Poinsettias are flowers of legend and indispensable when celebrating the holidays. The colorful hues of these winter-blooming show stoppers breathe life into the dark days of winter. In fact, for many of us, the holidays simply wouldn't be the same without them. So, how do you keep them alive? To start, it's important to remember that poinsettias are native to Southern Mexico and Central America. Give them a proper mix of light, warmth, and water consistent with their natural home and you'll have blooms through New Year's and beyond.
Where to Put Your Poinsettia
Find a place in your home that has plenty of bright, natural light. An area near a south, west or eastern facing window should do the trick. Indirect light can be as good as direct light, simply avoid extremes such as high intensity, western exposure. Be careful plants don't touch cold windows and keep them clear of chilly or warm drafts found near doorways or heaters. Finding the right spot may take some trial and error. Be prepared to move your plants as needed.
Keeping Poinsettias Warm
Warm, consistent temperatures are key to maintaining blooms and preventing leaf drop. Ideal day and nighttime temperatures range from 65 to 70 degrees. You may find that your kitchen is warmer than your front room or upstairs, where heat naturally rises, is better than downstairs. If your plant seems happy then it probably is. If so, don't move it. If your poinsettia starts dropping leaves, it's a sign of stress and it's time to try a new location.
Maintain even soil moisture throughout the winter bloom time. Luckily, this is easier than it sounds. During winter months soil should be damp to the touch. If it's dry, then it's time to water. I've found the most effective way to water is over a sink. If your plants are in a plastic container that's wrapped in foil, lift the container out of the foil or punch holes in it near the bottom. Use your sink sprayer or faucet to run water through the planter, saturating the soil. Wait until excess water has fully drained before placing your planter back in its foil, decorative container or saucer. Plants may need to be watered every day depending on your indoor climate.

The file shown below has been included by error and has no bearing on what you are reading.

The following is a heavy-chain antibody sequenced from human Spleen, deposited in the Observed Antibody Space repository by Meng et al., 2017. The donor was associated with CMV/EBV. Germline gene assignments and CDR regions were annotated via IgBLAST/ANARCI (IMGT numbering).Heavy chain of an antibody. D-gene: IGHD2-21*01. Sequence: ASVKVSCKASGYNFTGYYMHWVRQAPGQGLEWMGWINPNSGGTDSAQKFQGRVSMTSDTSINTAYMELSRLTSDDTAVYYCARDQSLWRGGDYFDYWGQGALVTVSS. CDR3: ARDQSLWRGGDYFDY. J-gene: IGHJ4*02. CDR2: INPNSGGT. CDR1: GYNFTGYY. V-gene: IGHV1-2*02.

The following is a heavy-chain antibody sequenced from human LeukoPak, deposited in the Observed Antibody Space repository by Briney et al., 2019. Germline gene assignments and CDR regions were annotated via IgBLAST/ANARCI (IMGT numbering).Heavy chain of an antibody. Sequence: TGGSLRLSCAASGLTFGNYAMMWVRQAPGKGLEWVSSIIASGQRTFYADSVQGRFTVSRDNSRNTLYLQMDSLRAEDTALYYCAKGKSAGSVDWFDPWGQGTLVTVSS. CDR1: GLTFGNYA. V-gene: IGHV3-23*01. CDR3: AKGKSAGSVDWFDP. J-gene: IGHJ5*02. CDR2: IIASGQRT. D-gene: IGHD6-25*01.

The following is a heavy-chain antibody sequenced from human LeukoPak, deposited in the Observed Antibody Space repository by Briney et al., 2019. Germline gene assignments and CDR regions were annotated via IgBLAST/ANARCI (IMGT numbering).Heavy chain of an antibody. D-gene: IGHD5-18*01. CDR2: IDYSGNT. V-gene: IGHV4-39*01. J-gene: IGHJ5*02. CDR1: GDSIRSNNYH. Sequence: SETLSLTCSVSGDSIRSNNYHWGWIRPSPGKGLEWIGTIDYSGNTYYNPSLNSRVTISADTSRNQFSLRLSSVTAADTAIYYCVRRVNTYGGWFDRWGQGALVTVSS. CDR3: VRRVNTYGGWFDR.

Look for the latest varieties. Newer varieties of poinsettias are hardier and have longer bloom times, some of them lasting up to 6 months! If plant tags don't have the information you're looking for, ask a specialist at your local nursery. This extra step of care will bring added value to your purchase and lasting color to your home.
More Poinsettia Care Tips
There's no need to fertilize poinsettias while they're in bloom. Wait to add fertilizers until late spring or early summer.
The bright blooms of poinsettias are actually bracts or specialized leaves. This is why preventing leaf drop is essential. The true flowers are at the center of these bracts. They're functional rather than showy.
Poinsettia Summer Care
To grow your poinsettias through summer and into next winter follow these 5 steps:
1. Let soil dry out between waterings once your poinsettias stop blooming.
2. Around May, prune to about 4 to 6 inches above the base of the soil and fertilize. A balanced liquid fertilizer works well.
3. When temperatures rise in summer, take your poinsettias outdoors. Find a spot that is bright but out of direct sun. Morning or late afternoon sun is best, again, avoid high-intensity light and heat. Rid your plants of pests, such as aphids or white flies by spraying with soapy water.
4. Bring your plants back indoors once temperatures begin to drop below 65 degrees.
5. To ensure your poinsettias bloom for the holidays, give them 12 hours of darkness a night starting in October. Cover them with a box or place them in a closet for an 8 week period. Don't let an ounce of light creep in during each 12 hour period. Once poinsettias bloom there's no need to fertilize.